Tell us about Dickie’s
Dickie’s is a food delivery business that supports good farming, partnering with small UK producers and only using sustainable packaging. It’s centred on the very best free-range and ethically reared meat, poultry and dairy.
Where did the idea for it come from?
I definitely wasn’t thinking about it before the pandemic. I’d like to say I was but that would be too prescient. But the pandemic crystallised the need for something like this. I like delivery and takeaway food, I eat it once a week and the ones I order are all delicious, but because takeaway food its supposedly cheap and accessible a lot of the time the meat people are using is from intensive farming. During lockdown I was thinking that there needs to be something a bit more thoughtful and it struck me there was an opportunity for it.
The delivery market is soaring, but lockdown is coming to an end. Why launch it now?
Even before lockdown people were ordering a lot of takeaways and that isn’t likely to change. It’s taken time to get the packaging right because we are trying to be as ethical and sustainable as we possibly can be. Because of the butchery and Meatopia [the meat-focused food festival Turner is involved with] I’ve been researching things for a decade, so it wasn’t a stretch for me. I knew all the farms and most of the meat we use for Dickie’s comes from my own butchery [Turner & George].
But the packaging was harder?
I’ve been working with a lady called Maria McCann who is a borderline genius and she has gone out of her way to find the most sustainable packaging out there. It’s not cheap but it offers peace of mind. You watch programmes on Netflix and wonder what the hell is going on in the world and we don’t want to be part of that. We want to do the research, source the good stuff, spend the extra money and not have that in the back of our minds. If and when this takes off Dickie’s could be feeding thousands of people - if we were using nasty plastics that would be a contribution to the environmental problems we have.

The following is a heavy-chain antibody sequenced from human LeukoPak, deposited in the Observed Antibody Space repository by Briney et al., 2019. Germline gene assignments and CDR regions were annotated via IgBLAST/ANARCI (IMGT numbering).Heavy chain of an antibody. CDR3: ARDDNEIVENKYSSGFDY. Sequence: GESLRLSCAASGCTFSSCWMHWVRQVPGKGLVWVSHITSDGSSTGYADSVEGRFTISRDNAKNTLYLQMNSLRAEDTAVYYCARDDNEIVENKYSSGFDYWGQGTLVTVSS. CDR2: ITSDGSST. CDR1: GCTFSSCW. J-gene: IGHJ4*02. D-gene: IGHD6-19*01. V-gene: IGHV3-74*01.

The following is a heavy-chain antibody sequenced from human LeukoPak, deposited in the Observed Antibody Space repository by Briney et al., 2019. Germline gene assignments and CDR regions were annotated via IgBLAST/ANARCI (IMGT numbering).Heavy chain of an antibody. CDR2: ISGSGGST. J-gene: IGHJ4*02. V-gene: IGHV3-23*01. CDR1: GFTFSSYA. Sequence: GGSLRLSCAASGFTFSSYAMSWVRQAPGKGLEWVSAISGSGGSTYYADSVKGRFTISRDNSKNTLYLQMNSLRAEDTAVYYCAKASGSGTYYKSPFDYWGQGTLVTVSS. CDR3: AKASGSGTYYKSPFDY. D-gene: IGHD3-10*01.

So there are plans to grow it then?
We are planning for it to go at least country wide. The kind of people involved in the business and who are on the board are at the top of their game - they want to take this out there and spread the word.
Could Dickie’s ever become a bricks and mortar business?
The idea and concept were always for it to be delivery but I’ll never say never - Pitt Cue started out underneath and bridge and ended up in bricks and mortar. But there’s no plan.
Tell us about the menu
It’s stuff I’ve been cooking for years at Pitt Cue, Hawksmoor, Blacklock as well as stuff I like to eat and stuff I’ve written about (menu items include a range of burgers, chipotle wings, sugar pit bacon ribs, breaded lamb cutlets, braised beef short rib, dripping chips, mash and gravy, and frickles - dill pickles coated in breadcrumbs). Whatever you put on the menu the burger will be the number one seller and I think my burger is one of the best out there (the classic burger is made using prime steak cuts and bone marrow in a brioche glazed bun). It is balanced, simple and clean and made with good meat.
What’s been the most challenging menu item?
The ribs have been quite challenging. We tried to use a few technological tricks, but they weren’t coming out perfectly so in the end we got a traditional smoker in the kitchen. All the kitchens moving forward will need to have one. We’ve also had to think about delivery - is it going to get there in perfect condition after three to five minutes on the back of a bike? My burger I developed for Hawksmoor uses bibb lettuce, but it simply doesn’t work in transit, so we use a lollo variety that works perfectly and stays crispy. Most burger brands chop it up, but I like to use it whole.
What else is in the pipeline for you?
We have plans to approach chefs and get them on board. We’d like to do a fish concept one day and an Asian one and grow the company to do various kinds of food. There’s loads of room for it. I’m also working on a completely separate project in the Cotswolds [The Double Red Duke gastropub in Oxfordshire]. I tend to try and do three or four new projects a year to try and keep out of trouble.